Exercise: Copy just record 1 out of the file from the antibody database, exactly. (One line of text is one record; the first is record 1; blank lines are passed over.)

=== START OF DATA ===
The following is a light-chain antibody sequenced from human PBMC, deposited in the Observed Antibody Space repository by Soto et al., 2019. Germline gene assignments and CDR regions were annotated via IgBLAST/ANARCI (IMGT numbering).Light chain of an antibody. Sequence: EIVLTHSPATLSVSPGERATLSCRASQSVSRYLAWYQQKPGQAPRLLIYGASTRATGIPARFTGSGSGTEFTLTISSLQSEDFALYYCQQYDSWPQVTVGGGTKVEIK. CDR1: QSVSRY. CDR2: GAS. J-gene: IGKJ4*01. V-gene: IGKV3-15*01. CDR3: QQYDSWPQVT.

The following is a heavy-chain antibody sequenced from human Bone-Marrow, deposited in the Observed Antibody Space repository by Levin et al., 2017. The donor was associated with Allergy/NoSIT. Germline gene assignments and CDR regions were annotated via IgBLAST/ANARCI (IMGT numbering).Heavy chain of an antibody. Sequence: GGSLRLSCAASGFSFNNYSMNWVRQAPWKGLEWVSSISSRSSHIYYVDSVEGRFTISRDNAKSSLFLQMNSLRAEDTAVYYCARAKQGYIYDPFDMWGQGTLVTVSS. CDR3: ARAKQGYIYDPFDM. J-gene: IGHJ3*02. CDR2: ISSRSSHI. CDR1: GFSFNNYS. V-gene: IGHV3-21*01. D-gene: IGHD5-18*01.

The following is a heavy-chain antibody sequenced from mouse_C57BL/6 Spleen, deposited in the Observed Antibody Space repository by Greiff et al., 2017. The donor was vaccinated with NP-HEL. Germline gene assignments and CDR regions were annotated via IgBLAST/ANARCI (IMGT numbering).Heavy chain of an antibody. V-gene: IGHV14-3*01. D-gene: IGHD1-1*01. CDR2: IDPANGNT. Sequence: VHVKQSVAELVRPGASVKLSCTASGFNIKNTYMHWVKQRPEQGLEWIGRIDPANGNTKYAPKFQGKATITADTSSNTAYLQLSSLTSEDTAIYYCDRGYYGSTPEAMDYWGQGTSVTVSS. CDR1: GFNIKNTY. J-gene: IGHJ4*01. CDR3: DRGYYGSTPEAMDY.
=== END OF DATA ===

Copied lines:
The following is a light-chain antibody sequenced from human PBMC, deposited in the Observed Antibody Space repository by Soto et al., 2019. Germline gene assignments and CDR regions were annotated via IgBLAST/ANARCI (IMGT numbering).Light chain of an antibody. Sequence: EIVLTHSPATLSVSPGERATLSCRASQSVSRYLAWYQQKPGQAPRLLIYGASTRATGIPARFTGSGSGTEFTLTISSLQSEDFALYYCQQYDSWPQVTVGGGTKVEIK. CDR1: QSVSRY. CDR2: GAS. J-gene: IGKJ4*01. V-gene: IGKV3-15*01. CDR3: QQYDSWPQVT.